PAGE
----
[INFO] TaskServiceImpl: Build Starting...
[INFO] GeneratorServiceImpl: Indexing [10000: assets]
[INFO] GeneratorServiceImpl: Indexing [1000: home]
[INFO] GeneratorServiceImpl: Indexing [1000: pages]
[INFO] GeneratorServiceImpl: Indexing [11: sitemap]
[INFO] GeneratorServiceImpl: Generating [10000: assets]
[INFO] GeneratorServiceImpl: Generating [1000: home]
[INFO] GeneratorServiceImpl: Generating [1000: pages]
[INFO] GeneratorServiceImpl: Generating [11: sitemap]

Orchid works in two distinct phases: the indexing phase and the generation phase. During the indexing phase, Orchid will let all plugins work together to build a model of what your final site will look like. During the generating phase, Orchid returns control to plugins to render all of their pages. This section of output shows you which plugins are being indexed and generated in which order.

By keeping two distinct phases, Orchid can give all plugins a great way to work together to build up your site, but also gives everything a guarantee that all the data it needs is there before any pages are rendered. This may not make much sense right now, but as you get more familiar with Orchid you will start to see the power that this really gives that no other static site generator can match.

The result of all this is that Orchid takes data from many different places (many different plugins), and generates an entire website in your destination directory (the -d flag) as static HTML, Javascript, CSS, and other related static assets.

Build Metrics: 
│       │ Page Count │ Indexing Time │ Generation Time │ Mean Page Generation Time │ Median Page Generation Time │
│  home │     2      │     50ms      │      334ms      │           166ms           │            322ms            │
│ TOTAL │          2 │         114ms │           355ms │                     166ms │                       322ms │

Build Complete
Generated 2 pages in 470ms

Webserver Running at http://localhost:8080
Hit [CTRL-C] to stop the server and quit Orchid

Orchid is a very fast static site generator, with build speed on par with the best tools on the market, despite being so much more powerful and flexible. Generation time is primarily limited by the raw speed of the template engine rendering your pages, but this table may help you debug slow builds. Here you can see how many pages Orchid generated, and also the total time taken indexing and rendering for each plugin.

The home plugin is typically the slowest just because it includes the first page rendered and so the template cache warm-up time is included in its generation time. For all plugins, you should expect a mean and median generation time to be pretty similar, and if they are vastly different you may need to see if any of the pages from that plugin are causing issues. This can also help you identify entire plugins that are running very slowly.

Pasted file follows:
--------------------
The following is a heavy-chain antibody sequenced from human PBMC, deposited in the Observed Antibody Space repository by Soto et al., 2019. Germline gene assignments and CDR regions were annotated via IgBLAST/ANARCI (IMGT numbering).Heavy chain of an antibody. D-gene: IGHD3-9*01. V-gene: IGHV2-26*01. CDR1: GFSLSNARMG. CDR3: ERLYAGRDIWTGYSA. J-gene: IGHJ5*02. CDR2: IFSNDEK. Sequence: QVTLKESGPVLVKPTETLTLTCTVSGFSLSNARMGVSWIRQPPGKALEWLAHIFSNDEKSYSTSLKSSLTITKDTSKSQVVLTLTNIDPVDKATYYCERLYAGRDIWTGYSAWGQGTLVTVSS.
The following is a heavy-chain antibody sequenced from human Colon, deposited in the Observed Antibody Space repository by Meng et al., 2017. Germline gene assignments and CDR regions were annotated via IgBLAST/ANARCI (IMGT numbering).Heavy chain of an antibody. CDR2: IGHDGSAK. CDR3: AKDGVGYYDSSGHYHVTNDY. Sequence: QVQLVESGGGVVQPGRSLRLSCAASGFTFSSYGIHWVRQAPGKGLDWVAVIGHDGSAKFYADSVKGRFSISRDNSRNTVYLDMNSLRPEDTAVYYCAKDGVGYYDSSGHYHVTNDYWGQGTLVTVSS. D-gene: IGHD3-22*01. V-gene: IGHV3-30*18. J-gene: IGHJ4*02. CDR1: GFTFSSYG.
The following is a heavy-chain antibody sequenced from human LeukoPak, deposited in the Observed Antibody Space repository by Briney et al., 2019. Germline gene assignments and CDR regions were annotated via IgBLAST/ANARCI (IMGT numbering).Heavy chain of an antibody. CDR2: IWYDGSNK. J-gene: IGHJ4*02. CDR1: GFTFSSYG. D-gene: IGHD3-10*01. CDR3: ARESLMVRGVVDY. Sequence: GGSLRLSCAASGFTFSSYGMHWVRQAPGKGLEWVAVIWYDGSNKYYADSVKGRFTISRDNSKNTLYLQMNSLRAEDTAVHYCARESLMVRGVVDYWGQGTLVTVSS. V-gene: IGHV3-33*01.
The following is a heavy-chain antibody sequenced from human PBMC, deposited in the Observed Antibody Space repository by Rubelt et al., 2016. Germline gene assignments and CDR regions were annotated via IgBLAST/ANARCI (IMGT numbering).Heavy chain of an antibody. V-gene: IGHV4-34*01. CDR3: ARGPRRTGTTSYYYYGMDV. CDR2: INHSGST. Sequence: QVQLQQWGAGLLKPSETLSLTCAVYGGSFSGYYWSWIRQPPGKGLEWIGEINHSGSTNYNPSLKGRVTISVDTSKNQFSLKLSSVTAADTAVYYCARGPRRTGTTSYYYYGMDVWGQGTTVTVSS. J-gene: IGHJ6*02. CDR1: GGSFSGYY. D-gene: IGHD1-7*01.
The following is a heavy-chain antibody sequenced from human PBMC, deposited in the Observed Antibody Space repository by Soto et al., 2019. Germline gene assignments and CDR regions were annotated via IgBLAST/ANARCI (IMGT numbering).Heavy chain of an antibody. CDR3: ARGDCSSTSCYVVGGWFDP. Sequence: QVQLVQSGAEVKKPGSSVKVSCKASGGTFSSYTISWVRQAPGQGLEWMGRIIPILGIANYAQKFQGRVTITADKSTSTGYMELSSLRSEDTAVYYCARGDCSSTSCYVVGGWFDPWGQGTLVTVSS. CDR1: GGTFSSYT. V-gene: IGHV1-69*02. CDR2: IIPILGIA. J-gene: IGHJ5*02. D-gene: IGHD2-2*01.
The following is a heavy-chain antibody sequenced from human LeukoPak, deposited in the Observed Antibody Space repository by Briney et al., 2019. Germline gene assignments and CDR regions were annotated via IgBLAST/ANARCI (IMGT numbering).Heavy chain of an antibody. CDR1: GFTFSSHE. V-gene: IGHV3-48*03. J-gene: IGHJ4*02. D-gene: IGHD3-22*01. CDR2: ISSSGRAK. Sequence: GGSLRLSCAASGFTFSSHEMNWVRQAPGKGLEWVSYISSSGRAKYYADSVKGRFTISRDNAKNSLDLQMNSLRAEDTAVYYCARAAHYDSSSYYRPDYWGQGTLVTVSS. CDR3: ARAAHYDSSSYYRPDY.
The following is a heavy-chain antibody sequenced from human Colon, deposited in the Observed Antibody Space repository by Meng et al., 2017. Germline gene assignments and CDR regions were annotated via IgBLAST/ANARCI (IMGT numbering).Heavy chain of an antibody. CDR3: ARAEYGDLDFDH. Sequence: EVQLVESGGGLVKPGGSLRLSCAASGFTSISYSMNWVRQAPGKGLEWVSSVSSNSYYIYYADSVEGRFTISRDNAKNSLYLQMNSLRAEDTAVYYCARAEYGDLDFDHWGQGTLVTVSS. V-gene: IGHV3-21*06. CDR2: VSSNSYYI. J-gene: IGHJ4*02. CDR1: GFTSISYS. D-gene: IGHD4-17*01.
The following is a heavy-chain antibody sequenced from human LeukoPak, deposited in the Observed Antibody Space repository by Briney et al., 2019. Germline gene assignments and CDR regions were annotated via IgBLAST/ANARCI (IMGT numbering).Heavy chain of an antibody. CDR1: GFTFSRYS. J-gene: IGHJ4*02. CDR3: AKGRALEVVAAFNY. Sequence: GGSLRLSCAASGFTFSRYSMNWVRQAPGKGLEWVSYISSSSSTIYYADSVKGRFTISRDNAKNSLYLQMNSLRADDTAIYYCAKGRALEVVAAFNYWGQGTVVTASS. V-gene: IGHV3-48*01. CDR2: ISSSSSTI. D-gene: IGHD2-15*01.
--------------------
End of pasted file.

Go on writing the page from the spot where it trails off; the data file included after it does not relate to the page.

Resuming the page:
The larger sites get, the longer the total build time is, but the mean page generation time tends to drop. This is in contrast to most other tools which per-page generation times tend to increase significantly for really large sites. It is common for the mean generation time to be closer to 20ms or less for individual pages, which means a site of thousands of pages could easily be built in just a couple minutes, while other tools could easily take 10 minutes or more (if they can even handle sites of that scale!).


So now that we have a bit of an idea of how to start running Orchid, let's open up http://localhost:8080 in our browser. Orchid has built your site into the build/docs/orchid/ directory and is serving these pages directly with its own lightweight embedded HTTP server. Since an Orchid site is just a bunch of files on disk being served directly (with no additional server-side processing), you can even stop the Orchid process and start any HTTP server (like this one) in that directory and you'd get the same result.

Congratulations, you now have a basic Orchid site up and running! Let's go back over what we learned:

  1. Orchid is a command-line tool that is run through Gradle. Orchid provides a plugin for Gradle so that it is easy to get set up and running Orchid without needing to know much about Gradle.
  2. Orchid is a static site generator, which is a tool that takes content and generates and entire website consisting of only HTML, CSS, and other static files that can be hosted from any webserver.
  3. Orchid uses a series of plugins to generate your site, and has a unique way of managing the build lifecycle that actually improves per-page generation times as your site grows, unlike most other tools which tend to slow down dramatically.

Stay tuned for more tutorials on how to use Orchid. We will take what we learned here and expand upon that to learn how to add your first pages to start customizing your site and make it unique.